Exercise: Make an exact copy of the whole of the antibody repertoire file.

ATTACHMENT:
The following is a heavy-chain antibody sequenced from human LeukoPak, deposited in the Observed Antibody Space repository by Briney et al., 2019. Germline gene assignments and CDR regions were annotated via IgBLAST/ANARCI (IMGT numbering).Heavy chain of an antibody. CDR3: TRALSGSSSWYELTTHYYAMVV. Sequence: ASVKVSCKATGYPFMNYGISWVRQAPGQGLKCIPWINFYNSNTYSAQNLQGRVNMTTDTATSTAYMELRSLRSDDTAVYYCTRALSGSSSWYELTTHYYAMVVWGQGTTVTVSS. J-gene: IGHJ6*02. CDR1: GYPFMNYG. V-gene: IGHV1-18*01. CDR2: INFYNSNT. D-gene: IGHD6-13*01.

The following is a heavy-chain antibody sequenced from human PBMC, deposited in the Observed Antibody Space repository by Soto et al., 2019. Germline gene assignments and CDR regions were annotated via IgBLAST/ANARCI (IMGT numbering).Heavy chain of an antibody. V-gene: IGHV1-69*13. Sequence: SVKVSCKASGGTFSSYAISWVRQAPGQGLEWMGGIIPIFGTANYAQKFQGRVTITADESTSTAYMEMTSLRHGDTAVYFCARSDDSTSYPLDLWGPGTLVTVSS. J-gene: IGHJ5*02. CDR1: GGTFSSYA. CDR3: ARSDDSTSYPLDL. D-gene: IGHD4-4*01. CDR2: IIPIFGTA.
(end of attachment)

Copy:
The following is a heavy-chain antibody sequenced from human LeukoPak, deposited in the Observed Antibody Space repository by Briney et al., 2019. Germline gene assignments and CDR regions were annotated via IgBLAST/ANARCI (IMGT numbering).Heavy chain of an antibody. CDR3: TRALSGSSSWYELTTHYYAMVV. Sequence: ASVKVSCKATGYPFMNYGISWVRQAPGQGLKCIPWINFYNSNTYSAQNLQGRVNMTTDTATSTAYMELRSLRSDDTAVYYCTRALSGSSSWYELTTHYYAMVVWGQGTTVTVSS. J-gene: IGHJ6*02. CDR1: GYPFMNYG. V-gene: IGHV1-18*01. CDR2: INFYNSNT. D-gene: IGHD6-13*01.

The following is a heavy-chain antibody sequenced from human PBMC, deposited in the Observed Antibody Space repository by Soto et al., 2019. Germline gene assignments and CDR regions were annotated via IgBLAST/ANARCI (IMGT numbering).Heavy chain of an antibody. V-gene: IGHV1-69*13. Sequence: SVKVSCKASGGTFSSYAISWVRQAPGQGLEWMGGIIPIFGTANYAQKFQGRVTITADESTSTAYMEMTSLRHGDTAVYFCARSDDSTSYPLDLWGPGTLVTVSS. J-gene: IGHJ5*02. CDR1: GGTFSSYA. CDR3: ARSDDSTSYPLDL. D-gene: IGHD4-4*01. CDR2: IIPIFGTA.